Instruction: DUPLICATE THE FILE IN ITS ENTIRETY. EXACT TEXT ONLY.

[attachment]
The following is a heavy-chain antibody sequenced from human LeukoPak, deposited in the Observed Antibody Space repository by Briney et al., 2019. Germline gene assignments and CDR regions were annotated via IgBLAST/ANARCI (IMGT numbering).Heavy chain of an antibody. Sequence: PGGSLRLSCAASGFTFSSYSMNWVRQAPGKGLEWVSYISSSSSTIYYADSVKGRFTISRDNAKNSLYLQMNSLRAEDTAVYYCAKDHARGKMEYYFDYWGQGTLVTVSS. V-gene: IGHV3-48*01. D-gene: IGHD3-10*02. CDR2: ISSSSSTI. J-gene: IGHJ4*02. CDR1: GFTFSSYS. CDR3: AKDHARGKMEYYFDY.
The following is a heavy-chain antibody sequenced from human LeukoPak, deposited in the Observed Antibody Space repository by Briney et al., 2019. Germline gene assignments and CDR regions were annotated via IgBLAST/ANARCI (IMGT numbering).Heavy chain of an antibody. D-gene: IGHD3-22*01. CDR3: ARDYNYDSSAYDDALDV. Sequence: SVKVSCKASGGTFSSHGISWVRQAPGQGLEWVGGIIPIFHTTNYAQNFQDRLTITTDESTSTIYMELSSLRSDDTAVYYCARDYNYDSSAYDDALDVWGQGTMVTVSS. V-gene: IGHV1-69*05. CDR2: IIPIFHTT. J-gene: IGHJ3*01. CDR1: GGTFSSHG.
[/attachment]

The following is a heavy-chain antibody sequenced from human LeukoPak, deposited in the Observed Antibody Space repository by Briney et al., 2019. Germline gene assignments and CDR regions were annotated via IgBLAST/ANARCI (IMGT numbering).Heavy chain of an antibody. Sequence: PGGSLRLSCAASGFTFSSYSMNWVRQAPGKGLEWVSYISSSSSTIYYADSVKGRFTISRDNAKNSLYLQMNSLRAEDTAVYYCAKDHARGKMEYYFDYWGQGTLVTVSS. V-gene: IGHV3-48*01. D-gene: IGHD3-10*02. CDR2: ISSSSSTI. J-gene: IGHJ4*02. CDR1: GFTFSSYS. CDR3: AKDHARGKMEYYFDY.
The following is a heavy-chain antibody sequenced from human LeukoPak, deposited in the Observed Antibody Space repository by Briney et al., 2019. Germline gene assignments and CDR regions were annotated via IgBLAST/ANARCI (IMGT numbering).Heavy chain of an antibody. D-gene: IGHD3-22*01. CDR3: ARDYNYDSSAYDDALDV. Sequence: SVKVSCKASGGTFSSHGISWVRQAPGQGLEWVGGIIPIFHTTNYAQNFQDRLTITTDESTSTIYMELSSLRSDDTAVYYCARDYNYDSSAYDDALDVWGQGTMVTVSS. V-gene: IGHV1-69*05. CDR2: IIPIFHTT. J-gene: IGHJ3*01. CDR1: GGTFSSHG.